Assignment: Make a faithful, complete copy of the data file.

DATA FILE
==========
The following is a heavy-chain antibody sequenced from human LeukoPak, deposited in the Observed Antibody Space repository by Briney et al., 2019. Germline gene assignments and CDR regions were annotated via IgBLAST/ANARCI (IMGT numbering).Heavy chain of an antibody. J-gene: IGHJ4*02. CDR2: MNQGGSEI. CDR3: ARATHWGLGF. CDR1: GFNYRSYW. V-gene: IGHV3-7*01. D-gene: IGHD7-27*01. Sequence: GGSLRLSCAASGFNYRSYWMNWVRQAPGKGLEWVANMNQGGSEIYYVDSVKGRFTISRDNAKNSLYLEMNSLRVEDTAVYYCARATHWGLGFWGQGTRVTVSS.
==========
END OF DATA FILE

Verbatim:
The following is a heavy-chain antibody sequenced from human LeukoPak, deposited in the Observed Antibody Space repository by Briney et al., 2019. Germline gene assignments and CDR regions were annotated via IgBLAST/ANARCI (IMGT numbering).Heavy chain of an antibody. J-gene: IGHJ4*02. CDR2: MNQGGSEI. CDR3: ARATHWGLGF. CDR1: GFNYRSYW. V-gene: IGHV3-7*01. D-gene: IGHD7-27*01. Sequence: GGSLRLSCAASGFNYRSYWMNWVRQAPGKGLEWVANMNQGGSEIYYVDSVKGRFTISRDNAKNSLYLEMNSLRVEDTAVYYCARATHWGLGFWGQGTRVTVSS.